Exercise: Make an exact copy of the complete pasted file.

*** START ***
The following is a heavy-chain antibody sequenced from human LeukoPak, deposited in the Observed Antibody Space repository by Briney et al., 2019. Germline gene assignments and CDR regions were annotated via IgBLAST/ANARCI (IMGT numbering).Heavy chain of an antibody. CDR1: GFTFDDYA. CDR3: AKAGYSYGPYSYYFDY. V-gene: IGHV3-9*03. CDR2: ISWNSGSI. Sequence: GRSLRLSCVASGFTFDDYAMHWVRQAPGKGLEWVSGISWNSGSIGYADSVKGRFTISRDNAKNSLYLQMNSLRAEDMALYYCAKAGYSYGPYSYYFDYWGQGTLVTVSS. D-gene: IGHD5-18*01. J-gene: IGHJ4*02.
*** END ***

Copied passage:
The following is a heavy-chain antibody sequenced from human LeukoPak, deposited in the Observed Antibody Space repository by Briney et al., 2019. Germline gene assignments and CDR regions were annotated via IgBLAST/ANARCI (IMGT numbering).Heavy chain of an antibody. CDR1: GFTFDDYA. CDR3: AKAGYSYGPYSYYFDY. V-gene: IGHV3-9*03. CDR2: ISWNSGSI. Sequence: GRSLRLSCVASGFTFDDYAMHWVRQAPGKGLEWVSGISWNSGSIGYADSVKGRFTISRDNAKNSLYLQMNSLRAEDMALYYCAKAGYSYGPYSYYFDYWGQGTLVTVSS. D-gene: IGHD5-18*01. J-gene: IGHJ4*02.